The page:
“The conventional explanation is that Biden is gaffe prone and therefore they’ve muzzled him,” Goldstein said. But for Obama, “one of the raps on him was that he was inexperienced. And by really making him really the exclusive spokesperson, it does allow him to demonstrate early on, particularly when the country needs real leadership, that he’s up to providing it.”

Still, being number two in the Obama campaign and then the transition has made the public persona of Washington’s most loquacious, happy-go-lucky politician nearly unrecognizable.

The lack of interviews alone is an about face. Biden was the most frequent guest on the Sunday news shows – in just 10 months, from August 2007 to this past June, he appeared on the shows at least 13 times. His interview with Stephanopoulos will be his first Sunday news show junket since joining the Democratic ticket – and he is only on for half of the hour-long show.

Biden was the most frequent guest on the Sunday news shows – in just 10 months, from August 2007 to this past June, he appeared on the shows at least 13 times. His interview with ABC’s George Stephanopoulos will be his first Sunday news show visit since he appeared on NBC's "Meet the Press" on September 7, after becoming the Democratic vice presidential nominee -- and he is only on Stephanopolous’ “This Week” for half of the hour-long show.

Those who have observed Biden over the years have taken note of his adjustment to the Obama team’s temperament.

“I have been impressed with his ability to adapt to Obama's team and its disciplined, no-drama style,” Democratic strategist Paul Begala recently wrote in an email.

“I just think that, with Obama going on a much-deserved vacation to Hawaii, it's a good time for Biden to speak up. Notice that as Obama dials down, Biden dials up. They've got the teamwork down pat already,” Begala said.

Biden was reined in during the campaign, but the Obama team needed him out in public. At one point he was speaking from a teleprompter (the campaign said he was learning a new speech). Biden’s interactions with national media were cut short. He was said to give the reporters traveling with him less access than his competition, Gov. Sarah Palin.

“Anyone who has watched Joe Biden over 35 years in the Senate might have a little bit of trouble recognizing the guy who is running to be Barack Obama's Vice President,” a reporter wrote in TIME magazine last month. “Oh, yes, he looks like the same fellow. But traveling with Biden during this campaign has sometimes been like reporting on a politician packaged in shrink-wrap.”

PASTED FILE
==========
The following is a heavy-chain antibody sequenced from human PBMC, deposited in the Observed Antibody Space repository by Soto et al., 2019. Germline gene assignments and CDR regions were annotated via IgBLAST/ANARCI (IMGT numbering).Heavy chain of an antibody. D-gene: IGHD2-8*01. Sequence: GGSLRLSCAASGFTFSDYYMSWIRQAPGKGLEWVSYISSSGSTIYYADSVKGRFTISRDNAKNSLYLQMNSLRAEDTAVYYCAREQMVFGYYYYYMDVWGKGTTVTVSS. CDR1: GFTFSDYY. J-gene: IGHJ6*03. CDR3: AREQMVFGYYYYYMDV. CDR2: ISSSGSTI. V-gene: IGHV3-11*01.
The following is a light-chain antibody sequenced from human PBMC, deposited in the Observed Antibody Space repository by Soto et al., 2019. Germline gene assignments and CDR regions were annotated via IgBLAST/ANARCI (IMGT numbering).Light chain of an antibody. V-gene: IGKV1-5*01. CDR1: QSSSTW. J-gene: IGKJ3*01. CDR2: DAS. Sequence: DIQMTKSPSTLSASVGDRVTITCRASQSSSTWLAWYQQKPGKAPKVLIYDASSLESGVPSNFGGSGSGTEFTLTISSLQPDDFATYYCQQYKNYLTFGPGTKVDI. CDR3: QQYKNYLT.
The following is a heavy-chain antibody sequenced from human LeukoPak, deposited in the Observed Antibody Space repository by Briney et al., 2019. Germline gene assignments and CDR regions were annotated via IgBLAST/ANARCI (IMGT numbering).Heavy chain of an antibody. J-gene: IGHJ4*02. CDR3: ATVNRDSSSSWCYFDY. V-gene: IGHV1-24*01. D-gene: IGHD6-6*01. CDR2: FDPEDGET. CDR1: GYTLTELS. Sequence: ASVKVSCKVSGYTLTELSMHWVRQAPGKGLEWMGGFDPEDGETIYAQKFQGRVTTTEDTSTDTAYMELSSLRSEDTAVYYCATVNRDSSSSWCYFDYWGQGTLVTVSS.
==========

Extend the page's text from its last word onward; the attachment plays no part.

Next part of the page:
That’s even more so during the transition, when the Obama team doesn’t need Biden to be visible like he was in the campaign. For more than three weeks after the election Biden was rarely seen and completely silent. Speculation arose that he was being marginalized. Those close to Biden have said that is not so.

When the vice president-elect spoke publicly for the first time on December 1, nearly a month after the election, it was as if the old Biden was back. There he was, the animated former chairman of the Senate Foreign Relations Committee, full of facial expressions, crossed arms, deep, pensive frowns and broad smiles as Obama introduced his national security team. Biden laughed. He patted one of the nominees on the back. He praised the team with Biden-style vigor, beginning three sentences in a row with “Each member…”

The public saw even of Biden’s signature self that week – veering off prepared remarks, cracking jokes.

At a meeting of the nation’s governors earlier this month, Biden gave the public some of his signature freestyle when he substituted his prepared remarks for a self-effacing joke that that tied in Palin, who was seated in the audience.

Biden was supposed to say, “Governor Palin, your being here today sends a powerful message that when campaigns end, we are all partners in progress. Thank you.”

Instead he said, “I want to thank all of you for being here. And Governor Palin, I want to thank you particularly. I might -- I might point out, as I told you, we walked in, since the race is over no one pays attention to me at all. So I maybe will walk outside with you or something later and -- they'll say hello to me or something. Great to see you, governor, and thank you.”